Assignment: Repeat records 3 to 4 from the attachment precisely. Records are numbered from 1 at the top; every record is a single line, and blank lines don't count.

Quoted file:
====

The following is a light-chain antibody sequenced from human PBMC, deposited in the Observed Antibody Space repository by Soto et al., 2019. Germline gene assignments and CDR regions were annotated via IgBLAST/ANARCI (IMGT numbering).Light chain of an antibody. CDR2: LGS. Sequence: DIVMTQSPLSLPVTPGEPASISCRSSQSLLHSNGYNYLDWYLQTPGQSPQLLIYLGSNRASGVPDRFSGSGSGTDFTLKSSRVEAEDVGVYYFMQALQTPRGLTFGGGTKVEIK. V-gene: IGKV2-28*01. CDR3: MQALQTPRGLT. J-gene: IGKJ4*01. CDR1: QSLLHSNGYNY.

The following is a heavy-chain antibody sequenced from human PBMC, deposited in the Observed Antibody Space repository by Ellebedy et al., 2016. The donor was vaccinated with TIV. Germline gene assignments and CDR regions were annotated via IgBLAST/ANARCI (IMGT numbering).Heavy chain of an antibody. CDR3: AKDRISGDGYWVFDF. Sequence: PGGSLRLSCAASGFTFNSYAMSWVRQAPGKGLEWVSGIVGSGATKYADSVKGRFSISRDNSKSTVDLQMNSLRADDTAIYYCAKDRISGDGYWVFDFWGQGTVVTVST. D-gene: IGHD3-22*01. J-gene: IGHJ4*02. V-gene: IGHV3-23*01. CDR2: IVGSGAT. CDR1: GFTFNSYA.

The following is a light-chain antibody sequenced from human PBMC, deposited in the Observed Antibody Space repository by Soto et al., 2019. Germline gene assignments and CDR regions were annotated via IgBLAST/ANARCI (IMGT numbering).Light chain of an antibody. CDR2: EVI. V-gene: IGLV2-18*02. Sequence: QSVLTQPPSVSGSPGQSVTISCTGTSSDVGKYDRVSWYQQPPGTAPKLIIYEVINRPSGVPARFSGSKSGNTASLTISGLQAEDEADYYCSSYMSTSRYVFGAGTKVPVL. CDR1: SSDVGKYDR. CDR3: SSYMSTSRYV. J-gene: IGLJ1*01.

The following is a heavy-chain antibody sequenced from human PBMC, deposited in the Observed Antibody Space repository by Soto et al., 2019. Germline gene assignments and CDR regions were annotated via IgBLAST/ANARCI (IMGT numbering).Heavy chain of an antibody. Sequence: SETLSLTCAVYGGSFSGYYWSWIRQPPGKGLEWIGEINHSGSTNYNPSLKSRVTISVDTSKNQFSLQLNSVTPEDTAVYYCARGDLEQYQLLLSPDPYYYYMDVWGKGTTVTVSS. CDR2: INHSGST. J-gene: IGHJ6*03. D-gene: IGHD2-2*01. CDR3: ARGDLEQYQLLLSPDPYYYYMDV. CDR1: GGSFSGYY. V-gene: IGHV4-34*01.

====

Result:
The following is a light-chain antibody sequenced from human PBMC, deposited in the Observed Antibody Space repository by Soto et al., 2019. Germline gene assignments and CDR regions were annotated via IgBLAST/ANARCI (IMGT numbering).Light chain of an antibody. CDR2: EVI. V-gene: IGLV2-18*02. Sequence: QSVLTQPPSVSGSPGQSVTISCTGTSSDVGKYDRVSWYQQPPGTAPKLIIYEVINRPSGVPARFSGSKSGNTASLTISGLQAEDEADYYCSSYMSTSRYVFGAGTKVPVL. CDR1: SSDVGKYDR. CDR3: SSYMSTSRYV. J-gene: IGLJ1*01.

The following is a heavy-chain antibody sequenced from human PBMC, deposited in the Observed Antibody Space repository by Soto et al., 2019. Germline gene assignments and CDR regions were annotated via IgBLAST/ANARCI (IMGT numbering).Heavy chain of an antibody. Sequence: SETLSLTCAVYGGSFSGYYWSWIRQPPGKGLEWIGEINHSGSTNYNPSLKSRVTISVDTSKNQFSLQLNSVTPEDTAVYYCARGDLEQYQLLLSPDPYYYYMDVWGKGTTVTVSS. CDR2: INHSGST. J-gene: IGHJ6*03. D-gene: IGHD2-2*01. CDR3: ARGDLEQYQLLLSPDPYYYYMDV. CDR1: GGSFSGYY. V-gene: IGHV4-34*01.